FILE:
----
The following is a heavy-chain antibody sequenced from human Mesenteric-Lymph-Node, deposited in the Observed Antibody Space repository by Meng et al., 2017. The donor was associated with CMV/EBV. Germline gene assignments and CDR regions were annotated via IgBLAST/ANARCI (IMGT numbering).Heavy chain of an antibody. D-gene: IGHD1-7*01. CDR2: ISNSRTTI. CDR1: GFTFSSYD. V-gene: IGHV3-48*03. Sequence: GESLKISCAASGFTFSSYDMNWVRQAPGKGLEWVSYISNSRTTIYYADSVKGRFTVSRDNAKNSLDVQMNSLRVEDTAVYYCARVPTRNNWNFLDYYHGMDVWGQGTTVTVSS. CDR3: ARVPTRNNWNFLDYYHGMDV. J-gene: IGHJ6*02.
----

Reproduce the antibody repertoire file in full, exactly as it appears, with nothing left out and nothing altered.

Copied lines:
The following is a heavy-chain antibody sequenced from human Mesenteric-Lymph-Node, deposited in the Observed Antibody Space repository by Meng et al., 2017. The donor was associated with CMV/EBV. Germline gene assignments and CDR regions were annotated via IgBLAST/ANARCI (IMGT numbering).Heavy chain of an antibody. D-gene: IGHD1-7*01. CDR2: ISNSRTTI. CDR1: GFTFSSYD. V-gene: IGHV3-48*03. Sequence: GESLKISCAASGFTFSSYDMNWVRQAPGKGLEWVSYISNSRTTIYYADSVKGRFTVSRDNAKNSLDVQMNSLRVEDTAVYYCARVPTRNNWNFLDYYHGMDVWGQGTTVTVSS. CDR3: ARVPTRNNWNFLDYYHGMDV. J-gene: IGHJ6*02.